(522b) Multi-Scale Modeling and Control of Particulate Cvd for Production of Solar Grade Silicon In Fluidized Beds

Ydstie, B. E., Carnegie Mellon University
Du, J., Carnegie Mellon University

In this paper we develop a multi-scale model to describe growth of silicon particles due to Chemical Vapor Deposition (CVD) in a Fluidized Bed Reactor (FBR). The reactor system is designed to make poly-silicon for solar cell applications by thermal decomposition of Silane. It is expected that the new FBR system will reduce the cost of solar grade silicon relative to the energy intensive decomposition of Tri-Chloro-Silane in the Siemens process, which dominates the market at present.

The complex interplay between continuous and disperse phases and CVD onto the Silicon particles in the FBR is modeled using three computational modules. The Computational Fluid Dynamics (CFD) module describes simplified hydrodynamics via momentum exchange, mass and heat transfer between different phases. The CFD system is assumed to have fast dynamics relative to the deposition rate so that we can use the quasi-steady state approximation. The reaction module describes the heterogeneous and homogeneous gas phase reactions which allow Silane gas to decompose and deposit on poly-crystalline silicon particles. Hydrogen escapes the system and carries with it fine silicon particles. The formation of fines represents a yield loss. It should be minimized by optimizing the process conditions. The mechanism for fines production is modeled in the reaction module. Finally, we have developed a novel approach to discretize and solve the population balance equations. This last module is used to represent the dynamic evolution of the particle size distribution function. The reaction and population balance models are implemented and solved in the MATLAB modeling environment, whereas the fluid bed system is solved using FEMLAB multi-physics modules.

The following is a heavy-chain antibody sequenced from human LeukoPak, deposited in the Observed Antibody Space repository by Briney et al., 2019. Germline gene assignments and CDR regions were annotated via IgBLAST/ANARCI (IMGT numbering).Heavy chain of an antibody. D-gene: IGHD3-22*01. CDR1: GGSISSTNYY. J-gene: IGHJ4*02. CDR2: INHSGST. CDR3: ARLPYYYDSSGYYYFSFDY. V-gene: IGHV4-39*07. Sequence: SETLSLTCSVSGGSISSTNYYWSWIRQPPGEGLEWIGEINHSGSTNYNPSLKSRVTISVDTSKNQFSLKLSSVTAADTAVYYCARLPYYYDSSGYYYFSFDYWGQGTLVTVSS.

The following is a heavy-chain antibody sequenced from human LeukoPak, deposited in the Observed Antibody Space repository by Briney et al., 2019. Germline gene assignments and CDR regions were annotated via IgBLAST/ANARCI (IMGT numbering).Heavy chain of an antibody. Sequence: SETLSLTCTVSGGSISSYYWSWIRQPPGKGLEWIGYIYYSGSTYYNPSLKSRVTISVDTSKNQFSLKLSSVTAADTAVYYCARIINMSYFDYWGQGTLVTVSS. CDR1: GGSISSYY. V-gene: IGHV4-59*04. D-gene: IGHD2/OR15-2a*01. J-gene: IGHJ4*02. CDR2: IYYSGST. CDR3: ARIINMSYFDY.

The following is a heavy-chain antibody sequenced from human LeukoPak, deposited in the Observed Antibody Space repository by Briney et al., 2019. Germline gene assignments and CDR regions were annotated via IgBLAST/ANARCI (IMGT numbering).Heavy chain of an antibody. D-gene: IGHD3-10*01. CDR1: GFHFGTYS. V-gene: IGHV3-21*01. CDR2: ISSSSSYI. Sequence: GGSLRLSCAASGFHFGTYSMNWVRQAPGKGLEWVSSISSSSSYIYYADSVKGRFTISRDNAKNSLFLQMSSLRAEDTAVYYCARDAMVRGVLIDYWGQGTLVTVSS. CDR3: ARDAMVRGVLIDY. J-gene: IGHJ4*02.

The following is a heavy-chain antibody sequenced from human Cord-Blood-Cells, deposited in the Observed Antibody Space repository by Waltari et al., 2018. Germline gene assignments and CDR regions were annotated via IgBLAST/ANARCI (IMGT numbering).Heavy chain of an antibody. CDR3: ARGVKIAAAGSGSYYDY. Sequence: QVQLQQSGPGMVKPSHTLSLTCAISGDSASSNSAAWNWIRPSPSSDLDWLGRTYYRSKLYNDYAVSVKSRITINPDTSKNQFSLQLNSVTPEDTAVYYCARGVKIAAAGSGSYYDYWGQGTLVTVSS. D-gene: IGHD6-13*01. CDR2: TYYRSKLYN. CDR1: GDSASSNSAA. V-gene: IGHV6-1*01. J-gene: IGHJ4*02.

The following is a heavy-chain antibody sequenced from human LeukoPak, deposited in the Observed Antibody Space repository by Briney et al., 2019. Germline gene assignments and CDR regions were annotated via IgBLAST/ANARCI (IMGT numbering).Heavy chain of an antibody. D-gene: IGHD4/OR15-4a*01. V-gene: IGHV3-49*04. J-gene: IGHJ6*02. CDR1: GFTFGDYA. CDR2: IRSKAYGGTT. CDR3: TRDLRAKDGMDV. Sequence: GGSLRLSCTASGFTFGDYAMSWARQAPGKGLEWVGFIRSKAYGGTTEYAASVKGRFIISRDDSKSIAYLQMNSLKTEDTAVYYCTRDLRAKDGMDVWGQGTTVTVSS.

The simulation studies show that the dynamics of the open loop model is very sensitive to external perturbations and that very long time (24 hours or more) is needed before the system reaches steady state. Control is therefore needed to stabilize the particle size distribution and optimize yield. The control problem is difficult since it involves a wide range of time-scales, ranging from seconds to several days. The dynamics are highly interacting and nonlinear.

In the paper we show how a simple feedback-feedforward control strategy allows the system dynamics to stabilize at desired operating points by changing system parameters like temperature and seed flow. We furthermore show that the controller maintains the particle mass hold up by adjusting silicon product outlet rate while the temperature inside the reactor is kept constant to maintain expected recovery through manipulating heat input through the wall of the fluid bed reactor. The particle size distribution and average product size is controlled using the seed rate and seed distribution functions.

The paper will review briefly results from an industrial pilot plant system which are used to verify the model system and we will demonstrate the effectiveness of the closed loop control system in simulation studies. The overall stability of the control system has been verified using the passivity-based theory based on thermodynamic storage functions which we have developed in our research group.